In ~ fairness he had to admit that she was neither dishonest nor lazy...
DET: in DET n-uncount emphasis
You use ~ when you are talking about an equal score in a game. For example, if the score is three ~, both players or teams have three points.
ADV: amount ADV
All is used in structures such as ~ the more or ~ the better to mean even more or even better than before.
The living room is decorated in pale colours that make it ~ the more airy...
ADV: ADV the adv/adj-compar
You use ~ in expressions such as seen it ~ and done it ~ to emphasize that someone has had a lot of experience of something.
...women who have it ~: career, husband and children...
Here’s a man who has seen it ~, tasted and heard it ~.
You say above ~ to indicate that the thing you are mentioning is the most important point.
Above ~, chairs should be comfortable...
PHRASE: PHR with cl/group emphasis
You use after ~ when introducing a statement which supports or helps explain something you have just said.
I thought you might know somebody. After ~, you’re the man with connections.
PHRASE: PHR with cl
You use after ~ when you are saying that something that you thought might not be the case is in fact the case.
I came out here on the chance of finding you at home after ~...
You use and ~ when you want to emphasize that what you are talking about includes the thing mentioned, especi~y when this is surprising or unusual.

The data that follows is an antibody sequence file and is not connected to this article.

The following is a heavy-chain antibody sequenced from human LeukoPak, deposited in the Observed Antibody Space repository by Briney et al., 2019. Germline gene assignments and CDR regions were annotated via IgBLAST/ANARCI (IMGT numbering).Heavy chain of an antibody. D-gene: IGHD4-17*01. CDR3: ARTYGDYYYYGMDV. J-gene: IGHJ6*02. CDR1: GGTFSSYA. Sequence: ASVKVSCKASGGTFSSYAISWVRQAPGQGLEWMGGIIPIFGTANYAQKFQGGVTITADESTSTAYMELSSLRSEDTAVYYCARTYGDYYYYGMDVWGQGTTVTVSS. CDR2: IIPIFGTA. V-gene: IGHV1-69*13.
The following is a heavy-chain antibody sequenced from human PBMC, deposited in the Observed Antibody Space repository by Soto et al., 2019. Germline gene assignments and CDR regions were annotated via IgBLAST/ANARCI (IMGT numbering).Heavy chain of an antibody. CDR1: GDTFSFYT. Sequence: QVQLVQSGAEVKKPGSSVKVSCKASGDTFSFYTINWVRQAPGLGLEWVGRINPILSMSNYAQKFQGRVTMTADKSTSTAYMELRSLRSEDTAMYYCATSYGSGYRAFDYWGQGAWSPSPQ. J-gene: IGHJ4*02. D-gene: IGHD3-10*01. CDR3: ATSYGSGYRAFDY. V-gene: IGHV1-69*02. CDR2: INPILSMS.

He dropped his sausage on the pavement and someone’s dog ate it, mustard and ~.
PHRASE: n PHR emphasis
You use ~ in ~ to introduce a summary or general statement.
We both thought that ~ in ~ it might not be a bad idea...
PHRASE: PHR with cl
You use at ~ at the end of a clause to give emphasis in negative statements, conditional clauses, and questions.
Robin never re~y liked him at ~...
All but a particular person or thing means everyone or everything except that person or thing.
The general was an unattractive man to ~ but his most ardent admirers...
PHRASE: PHR n
You use ~ but to say that something is almost the case.
The concrete w~ that used to divide this city has now ~ but gone...
PHRASE: PHR -ed
You use for ~ to indicate that the thing mentioned does not affect or contradict the truth of what you are saying.
For ~ its faults, the film instantly became a classic.